• In those moments where I’m conflicted about how to invest my time, asking about difference-making forces me to look at my calendar. Typically what I find is that I’ve been too work-focused and not enough family focus.
  • When my anxiety creeps up, I can remind myself that doing one thing today to make progress on a goal of significance and meaning helps to lower it.

Then, I invest my energy into the needed area. That frees me up to then say, “What’s next.”

The story of the lion and the mouse reminds me to invest my energy in things that really make a difference. My focus and attention go to things that only I can do for myself and my business.

Business and Life in Balance

What about you? Have you asked those questions in your life?

As a business owner, do you work intently on areas that only you can invest in?

With your spouse and your kids, do you focus on being fully present and turning off your “work brain” or do you only give them the nutritional equivalent of a mouse?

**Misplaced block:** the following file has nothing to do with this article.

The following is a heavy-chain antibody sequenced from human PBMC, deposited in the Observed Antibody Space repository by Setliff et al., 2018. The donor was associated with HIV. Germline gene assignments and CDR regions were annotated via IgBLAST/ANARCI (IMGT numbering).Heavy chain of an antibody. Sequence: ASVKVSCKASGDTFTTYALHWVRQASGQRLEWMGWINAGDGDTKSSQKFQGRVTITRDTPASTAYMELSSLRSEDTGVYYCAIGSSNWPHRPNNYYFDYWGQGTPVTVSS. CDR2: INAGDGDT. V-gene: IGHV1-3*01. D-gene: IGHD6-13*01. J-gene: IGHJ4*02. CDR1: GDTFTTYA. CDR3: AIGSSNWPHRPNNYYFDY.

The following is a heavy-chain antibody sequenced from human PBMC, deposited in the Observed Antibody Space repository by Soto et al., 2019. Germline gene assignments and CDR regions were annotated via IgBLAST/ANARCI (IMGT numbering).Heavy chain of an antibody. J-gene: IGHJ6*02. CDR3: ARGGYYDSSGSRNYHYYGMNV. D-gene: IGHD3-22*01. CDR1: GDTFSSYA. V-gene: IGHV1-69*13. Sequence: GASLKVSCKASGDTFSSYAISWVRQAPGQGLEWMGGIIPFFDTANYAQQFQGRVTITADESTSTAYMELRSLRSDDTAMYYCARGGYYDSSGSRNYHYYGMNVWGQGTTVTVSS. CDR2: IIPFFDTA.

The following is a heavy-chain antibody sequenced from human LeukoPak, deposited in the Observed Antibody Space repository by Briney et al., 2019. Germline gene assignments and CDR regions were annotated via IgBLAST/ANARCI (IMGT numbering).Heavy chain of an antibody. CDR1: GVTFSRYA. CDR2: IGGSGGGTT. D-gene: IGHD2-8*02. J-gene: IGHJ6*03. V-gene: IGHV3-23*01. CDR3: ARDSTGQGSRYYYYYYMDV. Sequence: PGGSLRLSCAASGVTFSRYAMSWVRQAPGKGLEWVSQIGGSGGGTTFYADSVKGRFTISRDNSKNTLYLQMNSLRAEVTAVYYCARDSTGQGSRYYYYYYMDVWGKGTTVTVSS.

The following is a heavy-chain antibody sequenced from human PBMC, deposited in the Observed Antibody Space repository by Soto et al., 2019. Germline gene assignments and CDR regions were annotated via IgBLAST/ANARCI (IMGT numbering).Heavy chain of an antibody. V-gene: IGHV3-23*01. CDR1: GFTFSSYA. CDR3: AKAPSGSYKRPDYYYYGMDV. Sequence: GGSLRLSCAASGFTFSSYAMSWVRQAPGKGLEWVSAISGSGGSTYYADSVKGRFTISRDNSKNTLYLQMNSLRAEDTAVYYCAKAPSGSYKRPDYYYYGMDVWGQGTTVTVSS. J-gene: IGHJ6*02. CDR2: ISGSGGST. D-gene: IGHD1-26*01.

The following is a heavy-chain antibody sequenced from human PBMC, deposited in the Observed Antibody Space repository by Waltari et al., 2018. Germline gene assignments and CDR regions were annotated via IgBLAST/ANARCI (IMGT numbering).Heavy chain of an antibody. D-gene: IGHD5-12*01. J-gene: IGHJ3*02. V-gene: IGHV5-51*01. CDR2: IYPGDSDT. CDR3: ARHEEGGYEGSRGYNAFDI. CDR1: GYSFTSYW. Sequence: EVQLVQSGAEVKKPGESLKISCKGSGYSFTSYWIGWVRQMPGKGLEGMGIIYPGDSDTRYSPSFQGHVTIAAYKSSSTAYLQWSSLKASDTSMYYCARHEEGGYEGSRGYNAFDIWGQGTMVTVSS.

As a leader or community member, do you invest in your projects with the same intensity and vigor you do in your sales and marketing?

One of the first things we do in coaching is to give your calendar a time analysis. We make sure that you spend your time hunting antelopes, not mice.

Far too often, what I see with leaders is that they spend time on the unimportant. The temptation is to become distracted by the urgent instead of the significant.

To counteract this, we work through a priority matrix to make sure you get the most return on your time, your energy, and your passion.

Right now, make sure you’re invested in the right areas. Ask yourself the above questions and spend time on the right priorities. Invest in areas that give you the greatest return on your investment. Ask questions. Quit bad habits. Keep growing. Seek help.

If you need anything, I’m here for you.

 

General Rosecrans portrait with overlay text "The Rosecrans Principle

One of the greatest contributing factors to unmet goals and failure is what I call, “The Rosecrans Principle.”

William S. Rosecrans

William S. Rosecrans was a major general during the American Civil War. A highly decorated strategist, he often failed to translate an idea into action.

He’s the one that gave me the idea for The Rosecrans Principle.

His superior, Ulysses S. Grant, when writing in his personal memoirs after the war, summed up one meeting this way:

We held a brief interview, in which he described very clearly the situation at Chattanooga, and made some excellent suggestions as to what should be done. My only wonder was that he had not carried them out. (emphasis mine)